Employment Update: NHS Covid Pass Guidance for Employers

Employment Update: NHS Covid Pass Guidance for Employers

The Department of Health and Social Care (DHSC) has published guidance for those who require official proof that they are unable to be vaccinated against coronavirus. This comes as the government continues to encourage the use of the NHS Covid Pass and introduces its mandatory use in certain sectors.

What is the NHS Covid Pass?

The NHS Covid Pass was introduced by the Government as a tool to help manage the risks of Covid-19 (covid) and to prepare for a national mandatory introduction if required.

The NHS Covid Pass enables individuals to share their coronavirus vaccination records, test results or exemptions in a secure way. This is most used for travelling abroad or for entry into certain venues.

Further to our previous article “No Jab? No Job!” there is still no government legislation which can allow employers to mandate the vaccination of their staff. Nevertheless, certain sectors have existing legislation, such as the Health and Social Care Act 2008, which allows for the mandatory vaccination of staff. Going forwards, the NHS Covid Pass could be used by employers to ensure that their staff have the necessary vaccinations or exemptions to continue to work. This primarily affects the health and social care sectors, but could become more widely used in other sectors, such as hospitality and events. 

What are the exemptions to being vaccinated against covid?

The following are examples of individuals who are medically exempt from the Covid-19 vaccine:

  • Those who are receiving end of life care where vaccination is not in the individual’s interests.
  • Those with learning disabilities or autistic individuals, or with a combination of impairments which result in the same distress, who find vaccination and testing distressing because of their condition and cannot be achieved through reasonable adjustments such as provision of an accessible environment.
  • Those with medical contraindications to the vaccines such as severe allergy to all COVID-19 vaccines or their constituents.
  • Those who have had adverse reactions to the first dose (e.g. myocarditis).

Another exemption is where a resident in England has taken part, or is taking part, in a covid vaccine clinical trial. These individuals will be able to use the NHS Covid Pass to access their vaccine records in the same way as others who have been vaccinated.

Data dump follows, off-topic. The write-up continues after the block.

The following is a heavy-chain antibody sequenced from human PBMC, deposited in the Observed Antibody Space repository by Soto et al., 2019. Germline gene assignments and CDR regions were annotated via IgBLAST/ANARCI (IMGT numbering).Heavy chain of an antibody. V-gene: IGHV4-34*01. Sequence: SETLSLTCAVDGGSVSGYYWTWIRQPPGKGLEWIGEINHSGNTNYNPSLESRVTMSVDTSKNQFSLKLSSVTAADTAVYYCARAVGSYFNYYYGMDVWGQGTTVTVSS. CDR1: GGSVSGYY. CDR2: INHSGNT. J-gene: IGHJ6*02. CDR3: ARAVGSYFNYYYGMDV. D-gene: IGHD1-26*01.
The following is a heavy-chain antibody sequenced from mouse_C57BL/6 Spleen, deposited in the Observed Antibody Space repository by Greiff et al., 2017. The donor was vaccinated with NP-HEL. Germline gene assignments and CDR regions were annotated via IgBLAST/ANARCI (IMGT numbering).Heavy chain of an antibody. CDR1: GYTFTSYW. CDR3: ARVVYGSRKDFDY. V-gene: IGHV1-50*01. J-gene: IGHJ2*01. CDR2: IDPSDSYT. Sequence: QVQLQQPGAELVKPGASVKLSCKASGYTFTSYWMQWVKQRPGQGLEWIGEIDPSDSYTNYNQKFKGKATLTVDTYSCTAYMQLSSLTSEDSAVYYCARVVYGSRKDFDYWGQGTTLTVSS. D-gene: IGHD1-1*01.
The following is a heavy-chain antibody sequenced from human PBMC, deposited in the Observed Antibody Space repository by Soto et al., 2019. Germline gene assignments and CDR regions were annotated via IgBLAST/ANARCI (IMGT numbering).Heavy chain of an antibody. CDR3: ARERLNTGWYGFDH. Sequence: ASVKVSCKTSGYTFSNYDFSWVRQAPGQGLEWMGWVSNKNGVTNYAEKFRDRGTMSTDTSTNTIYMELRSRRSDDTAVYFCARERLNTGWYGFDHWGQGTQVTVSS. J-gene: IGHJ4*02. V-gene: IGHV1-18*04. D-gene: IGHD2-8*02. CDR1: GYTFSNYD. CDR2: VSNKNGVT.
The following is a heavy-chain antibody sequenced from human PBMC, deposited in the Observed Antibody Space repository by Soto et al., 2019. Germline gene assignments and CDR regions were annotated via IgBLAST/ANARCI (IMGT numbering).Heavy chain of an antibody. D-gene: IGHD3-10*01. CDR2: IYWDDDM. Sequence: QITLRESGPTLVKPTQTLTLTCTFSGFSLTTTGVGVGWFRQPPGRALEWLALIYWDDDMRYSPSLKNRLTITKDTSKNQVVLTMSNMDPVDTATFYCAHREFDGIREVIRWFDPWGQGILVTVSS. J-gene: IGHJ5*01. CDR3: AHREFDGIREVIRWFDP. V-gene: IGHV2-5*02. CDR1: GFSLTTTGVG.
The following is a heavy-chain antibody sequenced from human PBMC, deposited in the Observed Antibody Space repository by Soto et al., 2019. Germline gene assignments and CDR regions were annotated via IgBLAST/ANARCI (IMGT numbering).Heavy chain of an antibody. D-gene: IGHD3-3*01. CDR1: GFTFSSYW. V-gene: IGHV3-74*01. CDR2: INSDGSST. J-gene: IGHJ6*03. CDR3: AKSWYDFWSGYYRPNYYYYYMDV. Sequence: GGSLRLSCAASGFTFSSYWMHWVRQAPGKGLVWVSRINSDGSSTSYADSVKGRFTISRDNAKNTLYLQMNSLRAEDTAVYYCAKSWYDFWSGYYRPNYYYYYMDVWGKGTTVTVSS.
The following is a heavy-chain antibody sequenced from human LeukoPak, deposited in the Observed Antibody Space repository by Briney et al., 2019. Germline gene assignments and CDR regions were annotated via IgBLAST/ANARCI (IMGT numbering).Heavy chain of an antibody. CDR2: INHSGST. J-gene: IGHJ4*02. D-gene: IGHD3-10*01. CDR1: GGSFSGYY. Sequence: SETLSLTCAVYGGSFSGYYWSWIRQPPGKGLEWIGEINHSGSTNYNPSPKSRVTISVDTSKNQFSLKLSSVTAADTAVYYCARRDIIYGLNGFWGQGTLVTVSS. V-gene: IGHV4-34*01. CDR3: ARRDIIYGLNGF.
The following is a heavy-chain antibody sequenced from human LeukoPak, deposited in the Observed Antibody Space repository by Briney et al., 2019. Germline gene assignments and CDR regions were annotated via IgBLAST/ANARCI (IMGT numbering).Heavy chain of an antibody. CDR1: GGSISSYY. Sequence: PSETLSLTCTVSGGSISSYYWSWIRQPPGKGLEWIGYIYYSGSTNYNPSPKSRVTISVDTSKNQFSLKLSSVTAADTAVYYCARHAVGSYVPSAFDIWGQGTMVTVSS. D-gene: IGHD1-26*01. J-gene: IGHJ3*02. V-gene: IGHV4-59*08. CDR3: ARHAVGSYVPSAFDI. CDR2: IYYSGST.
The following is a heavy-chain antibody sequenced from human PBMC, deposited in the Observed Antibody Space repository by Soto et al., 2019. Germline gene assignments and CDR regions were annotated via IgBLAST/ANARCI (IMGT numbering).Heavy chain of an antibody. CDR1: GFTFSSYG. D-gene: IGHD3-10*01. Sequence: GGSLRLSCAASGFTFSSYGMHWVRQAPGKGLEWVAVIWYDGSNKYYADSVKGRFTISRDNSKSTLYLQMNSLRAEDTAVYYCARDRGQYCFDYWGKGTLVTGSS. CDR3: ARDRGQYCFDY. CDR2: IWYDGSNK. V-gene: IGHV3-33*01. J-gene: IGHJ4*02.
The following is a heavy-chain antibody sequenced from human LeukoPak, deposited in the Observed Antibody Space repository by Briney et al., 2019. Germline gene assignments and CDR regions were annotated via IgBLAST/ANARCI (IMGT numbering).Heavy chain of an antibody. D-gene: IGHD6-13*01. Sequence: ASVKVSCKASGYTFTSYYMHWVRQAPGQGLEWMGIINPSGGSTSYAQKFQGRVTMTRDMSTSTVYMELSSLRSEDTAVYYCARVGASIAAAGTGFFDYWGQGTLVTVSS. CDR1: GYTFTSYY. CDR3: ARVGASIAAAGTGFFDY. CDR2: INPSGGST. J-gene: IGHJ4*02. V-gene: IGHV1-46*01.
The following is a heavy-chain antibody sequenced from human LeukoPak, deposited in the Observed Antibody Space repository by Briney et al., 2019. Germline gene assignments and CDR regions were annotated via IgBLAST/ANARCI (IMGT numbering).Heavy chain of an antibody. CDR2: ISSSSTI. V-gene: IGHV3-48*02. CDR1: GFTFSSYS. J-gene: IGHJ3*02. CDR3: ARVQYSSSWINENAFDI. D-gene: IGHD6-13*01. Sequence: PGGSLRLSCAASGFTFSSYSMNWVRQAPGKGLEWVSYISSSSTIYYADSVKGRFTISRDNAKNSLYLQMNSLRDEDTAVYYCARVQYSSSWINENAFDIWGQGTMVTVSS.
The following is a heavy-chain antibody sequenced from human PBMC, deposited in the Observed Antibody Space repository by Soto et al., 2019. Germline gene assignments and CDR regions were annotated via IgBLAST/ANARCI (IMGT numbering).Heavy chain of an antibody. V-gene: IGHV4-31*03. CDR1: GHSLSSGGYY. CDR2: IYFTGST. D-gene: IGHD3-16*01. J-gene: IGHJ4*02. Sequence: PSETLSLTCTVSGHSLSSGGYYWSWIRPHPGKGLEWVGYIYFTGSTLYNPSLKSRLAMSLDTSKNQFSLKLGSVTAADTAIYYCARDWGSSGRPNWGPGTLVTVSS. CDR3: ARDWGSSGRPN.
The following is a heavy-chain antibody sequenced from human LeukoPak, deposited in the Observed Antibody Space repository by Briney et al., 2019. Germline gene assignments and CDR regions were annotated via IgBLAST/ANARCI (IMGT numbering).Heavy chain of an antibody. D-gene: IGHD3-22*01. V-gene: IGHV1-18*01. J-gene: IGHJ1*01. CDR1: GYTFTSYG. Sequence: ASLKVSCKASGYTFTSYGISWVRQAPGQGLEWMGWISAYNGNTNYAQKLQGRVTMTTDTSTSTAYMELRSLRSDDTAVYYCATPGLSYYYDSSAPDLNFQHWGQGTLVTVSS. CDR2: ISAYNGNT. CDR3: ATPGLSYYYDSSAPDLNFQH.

Brief exemptions are also available for those with short-term medical conditions or pregnancy.

What will the NHS Covid Pass medical exemption look like?

At the moment individuals can show their reason for exemption of the vaccine either through the NHS Covid Pass or a self-certification form. Currently, businesses have the discretion to accept individuals who self-declare their exemption. However, from mid-December 2021, the NHS Covid Pass will be required to gain entry as with those who are fully vaccinated.

The NHS Covid Pass will not show that an individual is medically unable to be vaccinated. Instead, it will look and work the same for those with medical exemptions as those who are fully vaccinated.

What is the impact of the NHS Covid Pass on Employers?

It is likely that the NHS Covid Pass will continue to be used by many industries for the foreseeable future. Whilst the NHS Covid Pass is a good platform for employers to see which of their employees have been vaccinated or are exempt, it can carry certain risks. 

As highlighted in our previous article above, there are risks that mandating the vaccine for staff and dismissing those who are not vaccinated, or exempt, could lead to claims of unfair dismissal. Similarly, our article on withholding sick-pay highlights the risks of discrimination or breach of contract claims where employees are not given their usual sick-pay when required to self-isolate as they have not been fully vaccinated.

Many employers may withhold sick-pay or decide to dismiss staff who have not been vaccinated as a means of encouraging vaccine uptake and prevent the risk of harm to the rest of their workforce. However, this should be balanced against potential discrimination claims and concerns over breaches in human and ethical rights.

This article is for information purposes only and is not a substitute for legal advice and should not be relied upon as such. Please contact Valerie Bond to discuss any issues you are facing.